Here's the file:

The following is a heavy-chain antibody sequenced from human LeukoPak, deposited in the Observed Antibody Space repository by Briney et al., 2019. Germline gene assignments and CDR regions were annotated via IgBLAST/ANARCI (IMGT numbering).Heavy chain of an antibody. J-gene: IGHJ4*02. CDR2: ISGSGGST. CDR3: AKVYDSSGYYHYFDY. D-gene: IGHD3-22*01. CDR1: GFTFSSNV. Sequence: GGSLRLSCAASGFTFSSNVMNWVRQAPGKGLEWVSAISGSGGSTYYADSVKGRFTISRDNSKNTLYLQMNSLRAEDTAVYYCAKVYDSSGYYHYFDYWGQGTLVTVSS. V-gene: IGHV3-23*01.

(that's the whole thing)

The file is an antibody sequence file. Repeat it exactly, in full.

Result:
The following is a heavy-chain antibody sequenced from human LeukoPak, deposited in the Observed Antibody Space repository by Briney et al., 2019. Germline gene assignments and CDR regions were annotated via IgBLAST/ANARCI (IMGT numbering).Heavy chain of an antibody. J-gene: IGHJ4*02. CDR2: ISGSGGST. CDR3: AKVYDSSGYYHYFDY. D-gene: IGHD3-22*01. CDR1: GFTFSSNV. Sequence: GGSLRLSCAASGFTFSSNVMNWVRQAPGKGLEWVSAISGSGGSTYYADSVKGRFTISRDNSKNTLYLQMNSLRAEDTAVYYCAKVYDSSGYYHYFDYWGQGTLVTVSS. V-gene: IGHV3-23*01.